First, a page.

With Carnaval and the accompanying break – damn the Brazilian government for making us have more time off work – I have had more family time and less music time than usual. Even so, I have managed to squeeze in some quality listening during the hours of endless relaxation and sun soaked ennui, albeit somewhat restricted to stuff I’m writing about for one reason or another. David Bowie has obviously continued to feature quite heavily, ‘Blackstar’ not being an album you can get to the bottom of in a couple of listens, but have also discovered some lovely new music besides revisiting some old favourites. I’m actually putting together a Hard Pressed mixtape/playlist of lesser known artists that I have featured here on the site, so the likes of Luna Sol, Haybaby and Blind Wives have all been getting a spin, along with a remix of Tairrie B. by Nina Mediatrix, who was gracious enough to grant me an interview a couple of weeks back that is well worth a read. Inescapably though, it is stuff I’ve been reviewing, or had thought about reviewing but just couldn’t find the words for, that has been most dominant; so here’s what’s been titillating my eardrums over the last month or so.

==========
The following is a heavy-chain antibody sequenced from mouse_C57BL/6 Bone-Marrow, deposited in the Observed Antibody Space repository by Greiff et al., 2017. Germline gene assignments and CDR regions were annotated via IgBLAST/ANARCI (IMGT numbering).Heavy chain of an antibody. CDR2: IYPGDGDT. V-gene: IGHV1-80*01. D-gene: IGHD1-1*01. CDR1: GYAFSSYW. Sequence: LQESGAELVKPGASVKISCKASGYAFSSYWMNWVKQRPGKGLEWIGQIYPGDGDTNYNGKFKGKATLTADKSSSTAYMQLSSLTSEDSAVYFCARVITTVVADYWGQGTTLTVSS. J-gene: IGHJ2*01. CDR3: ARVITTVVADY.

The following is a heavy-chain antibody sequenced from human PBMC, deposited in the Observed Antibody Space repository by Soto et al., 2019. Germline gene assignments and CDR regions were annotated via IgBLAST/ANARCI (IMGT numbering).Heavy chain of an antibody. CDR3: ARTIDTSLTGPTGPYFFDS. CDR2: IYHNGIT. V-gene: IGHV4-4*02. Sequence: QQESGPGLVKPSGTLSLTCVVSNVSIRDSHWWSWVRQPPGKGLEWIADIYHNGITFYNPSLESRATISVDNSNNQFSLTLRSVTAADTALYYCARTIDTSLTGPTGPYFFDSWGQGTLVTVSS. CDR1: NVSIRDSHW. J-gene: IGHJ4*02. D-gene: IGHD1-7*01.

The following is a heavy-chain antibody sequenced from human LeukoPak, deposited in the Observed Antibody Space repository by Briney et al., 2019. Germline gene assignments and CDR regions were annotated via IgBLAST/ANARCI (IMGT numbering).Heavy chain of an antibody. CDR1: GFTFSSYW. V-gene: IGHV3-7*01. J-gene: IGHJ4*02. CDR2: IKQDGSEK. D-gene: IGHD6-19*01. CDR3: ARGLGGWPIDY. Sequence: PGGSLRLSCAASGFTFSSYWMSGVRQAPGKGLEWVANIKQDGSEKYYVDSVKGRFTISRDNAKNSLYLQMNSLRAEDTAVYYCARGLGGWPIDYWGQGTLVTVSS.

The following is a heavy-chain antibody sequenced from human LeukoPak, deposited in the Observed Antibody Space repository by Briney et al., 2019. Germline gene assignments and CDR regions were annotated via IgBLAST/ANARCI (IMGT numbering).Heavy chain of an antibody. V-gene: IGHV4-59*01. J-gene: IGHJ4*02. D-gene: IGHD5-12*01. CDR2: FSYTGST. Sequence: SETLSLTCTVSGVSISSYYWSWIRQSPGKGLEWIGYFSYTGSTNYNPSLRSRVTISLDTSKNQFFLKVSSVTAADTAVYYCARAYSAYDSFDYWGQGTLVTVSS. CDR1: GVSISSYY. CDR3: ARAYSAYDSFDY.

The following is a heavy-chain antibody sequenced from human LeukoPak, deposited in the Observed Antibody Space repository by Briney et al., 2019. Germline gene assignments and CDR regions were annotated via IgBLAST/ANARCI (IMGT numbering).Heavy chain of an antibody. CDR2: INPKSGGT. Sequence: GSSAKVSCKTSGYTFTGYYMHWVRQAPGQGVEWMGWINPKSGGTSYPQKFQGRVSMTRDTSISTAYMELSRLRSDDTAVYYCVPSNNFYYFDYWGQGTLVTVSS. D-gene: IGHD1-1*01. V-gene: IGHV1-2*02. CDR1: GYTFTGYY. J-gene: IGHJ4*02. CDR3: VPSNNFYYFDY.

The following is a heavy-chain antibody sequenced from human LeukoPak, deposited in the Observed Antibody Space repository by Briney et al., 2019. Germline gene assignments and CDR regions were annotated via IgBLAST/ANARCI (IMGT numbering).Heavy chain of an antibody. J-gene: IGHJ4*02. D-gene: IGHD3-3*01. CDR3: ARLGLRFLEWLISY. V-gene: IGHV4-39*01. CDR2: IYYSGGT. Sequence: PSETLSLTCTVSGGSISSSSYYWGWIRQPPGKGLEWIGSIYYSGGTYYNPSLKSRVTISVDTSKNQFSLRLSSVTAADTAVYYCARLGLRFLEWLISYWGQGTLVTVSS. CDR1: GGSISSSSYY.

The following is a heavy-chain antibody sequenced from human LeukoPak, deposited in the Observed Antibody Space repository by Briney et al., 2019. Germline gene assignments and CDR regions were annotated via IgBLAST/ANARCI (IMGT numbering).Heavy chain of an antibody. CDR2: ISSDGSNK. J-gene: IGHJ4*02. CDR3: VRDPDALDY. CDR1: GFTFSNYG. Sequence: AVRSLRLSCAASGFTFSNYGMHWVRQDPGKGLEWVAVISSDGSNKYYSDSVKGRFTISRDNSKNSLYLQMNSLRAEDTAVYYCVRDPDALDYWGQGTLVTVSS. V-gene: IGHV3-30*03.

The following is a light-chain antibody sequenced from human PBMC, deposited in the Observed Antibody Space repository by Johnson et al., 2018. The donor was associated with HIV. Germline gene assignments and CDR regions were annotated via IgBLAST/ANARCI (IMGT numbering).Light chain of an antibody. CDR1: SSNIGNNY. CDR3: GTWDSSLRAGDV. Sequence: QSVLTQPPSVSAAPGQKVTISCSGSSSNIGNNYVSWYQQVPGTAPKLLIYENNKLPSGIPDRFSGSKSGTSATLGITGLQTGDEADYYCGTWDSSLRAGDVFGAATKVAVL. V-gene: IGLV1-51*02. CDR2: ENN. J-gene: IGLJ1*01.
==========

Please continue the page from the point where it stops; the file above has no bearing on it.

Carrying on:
MONEY – Suicide Songs
I really wanted to review this stunning album by the British indie trio, but just couldn’t seem to do it justice. It is beautiful, hypnotic, uplifting and melancholic in equal measure and makes for an elegant, yet emotionally brutal record of poetically crafted songs worth languishing in for a while. Treat yourself to some catharsis, you know you need it.
Two songs which featured in stuff I reviewed last month, and were two of the first tracks that I earmarked for Mixtape Vol.1, are ‘Scars’ by Danish power trio Forever Still and the wonderfully titled ‘Placebo Button’ from the Italian grunge rockers Noam Bleen. The former is a powerful blast of fresh sounding heavy rock with an epic emotional chorus and a cracking vocal from front woman Maja Shining. Noam Bleen, meanwhile, offer up an intricate slice of 90s tinged alternative rock that shows off the band’s love of heavy tube distortion, but also finds them exploring their melodic side with a fine instrumental section; promising stuff from both bands.
The Cult – Hidden City
Isn’t it gratifying when your favourite band come back to top form and produce their most interesting record in over twenty years? What a pleasant surprise this album has turned out to be, there are a lot of really good moments and the quality is high throughout. The Cult maintain their signature sound, that tambourine is shaking away beneath the surface, but they also really explore creatively. Sure, Billy Duffy is on fire and there are riffs a plenty, but Ian Astbury also delivers some emotionally raw vocals and the songs are some of the most stylistically diverse of their career. Killer record.